STONEHAM -- The 1983 film "A Christmas Story" occupies the cheerful space between a holiday classic and a cult favorite. When Phil ip Grecian created the stage version in 2000, the story of Ralphie's Christmas quest for a Red Ryder air rifle began to provide some much-needed variety in the assortment of holiday shows.
But this year's Stoneham Theatre production has a surprising lack of warmth. It's not enough to plop a great story on the stage and bank on the pre-existing familiarity of touching scenarios. A healthy infusion of sincerity and earnestness would go a long way. Much of the ensemble is reaching for a laugh rather than telling what is truly a kindhearted story.
The original material for "A Christmas Story" is from writer and radio personality Jean Shepherd's recollections of his Indiana childhood. Grecian's adaptation is consistent with the film version, with a sprinkling of character enhancements. Mark S. Cartier plays the adult Ralph, looking back at a particular holiday season replete with family, wishes, and love.
All Ralph's lines were presented as voiceover in the film. Onstage, the character turns into a narrator, directly addressing the audience.
Turning voiceover into live narration poses an inherent challenge. The audience can't always track young and old Ralph's actions at the same time. The result is a fair amount of head turning and split focus.
The children outnumber the adults in this production, which can be a risky proposition, but director Jack Neary elicits some impressive performances from the younger set. Derek Santos is sweet and, more important , capable as Ralphie. Santos creates a Ralphie who is bewildered and beleaguered by his 9 years on earth, yet manages to maintain the magic optimism of youth. Esther Jane, played by Rebecca Stevens, is more than a little smitten with Ralphie and is the source of some of his bewilderment. Other younger members of the ensemble have more thinly drawn characters to play, and they do so with varying results.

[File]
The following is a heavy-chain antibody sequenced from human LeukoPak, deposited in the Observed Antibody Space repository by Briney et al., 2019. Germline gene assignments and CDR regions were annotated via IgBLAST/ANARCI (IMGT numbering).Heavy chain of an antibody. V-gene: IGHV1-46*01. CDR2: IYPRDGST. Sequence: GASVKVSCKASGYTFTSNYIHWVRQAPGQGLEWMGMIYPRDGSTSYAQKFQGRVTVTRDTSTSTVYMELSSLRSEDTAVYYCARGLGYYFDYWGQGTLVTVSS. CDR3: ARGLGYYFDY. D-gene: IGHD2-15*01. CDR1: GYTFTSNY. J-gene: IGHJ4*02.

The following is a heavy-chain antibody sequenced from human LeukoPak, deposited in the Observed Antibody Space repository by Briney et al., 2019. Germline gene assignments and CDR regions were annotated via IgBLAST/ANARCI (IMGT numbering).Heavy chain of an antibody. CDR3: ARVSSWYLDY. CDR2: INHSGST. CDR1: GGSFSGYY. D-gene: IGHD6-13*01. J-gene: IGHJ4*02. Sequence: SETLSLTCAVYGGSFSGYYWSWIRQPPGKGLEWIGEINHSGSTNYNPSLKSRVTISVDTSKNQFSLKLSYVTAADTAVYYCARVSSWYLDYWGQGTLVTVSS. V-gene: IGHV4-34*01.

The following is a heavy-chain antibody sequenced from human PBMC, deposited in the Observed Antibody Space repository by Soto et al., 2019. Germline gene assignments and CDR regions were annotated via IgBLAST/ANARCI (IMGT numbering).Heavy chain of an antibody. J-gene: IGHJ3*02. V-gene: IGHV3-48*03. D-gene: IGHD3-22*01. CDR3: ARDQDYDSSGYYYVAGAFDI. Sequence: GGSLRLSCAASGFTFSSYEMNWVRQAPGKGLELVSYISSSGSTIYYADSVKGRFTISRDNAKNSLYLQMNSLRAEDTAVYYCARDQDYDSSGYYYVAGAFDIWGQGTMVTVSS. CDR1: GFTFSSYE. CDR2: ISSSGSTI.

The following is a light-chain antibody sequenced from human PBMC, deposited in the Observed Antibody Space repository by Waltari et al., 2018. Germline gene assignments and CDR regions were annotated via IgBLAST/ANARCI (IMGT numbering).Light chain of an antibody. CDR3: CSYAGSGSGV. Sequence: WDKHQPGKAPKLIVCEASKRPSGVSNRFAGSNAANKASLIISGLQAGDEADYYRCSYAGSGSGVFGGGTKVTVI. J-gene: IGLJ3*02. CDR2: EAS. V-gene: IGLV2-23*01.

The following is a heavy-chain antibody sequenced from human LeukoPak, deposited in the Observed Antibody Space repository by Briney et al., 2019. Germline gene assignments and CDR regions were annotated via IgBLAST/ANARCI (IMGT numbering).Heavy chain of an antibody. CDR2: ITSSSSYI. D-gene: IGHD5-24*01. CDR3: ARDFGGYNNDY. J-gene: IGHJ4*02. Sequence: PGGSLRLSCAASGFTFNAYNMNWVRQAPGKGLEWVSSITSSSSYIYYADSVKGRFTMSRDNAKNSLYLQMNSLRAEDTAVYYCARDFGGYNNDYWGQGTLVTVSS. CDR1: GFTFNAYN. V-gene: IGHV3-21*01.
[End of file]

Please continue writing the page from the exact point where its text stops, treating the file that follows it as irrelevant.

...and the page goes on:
Lisa Tucker turns in the best performance of the adult group as Ralphie's mother. Although the goings-on in the house reach ridiculous heights, Tucker never loses track of her character's ability to amiably steer the family away from crises. Robert D. Murphy plays Ralphie's creative and occasionally obsessive father with admirable enthusiasm, but fails to master the balance between sincerity and silliness that "A Christmas Story" requires.
Ralphie's two-story house, designed by Audra Avery, is prominently featured, complete with ghastly wallpaper appropriate for the time. With the staircase ending in Ralphie's room, however, one does wonder where the rest of the family sleeps.
On the other hand, there's plenty of space on the Stoneham stage for the outdoor scenes, including the one that involves a tongue and a very important -- and frozen -- lamppost.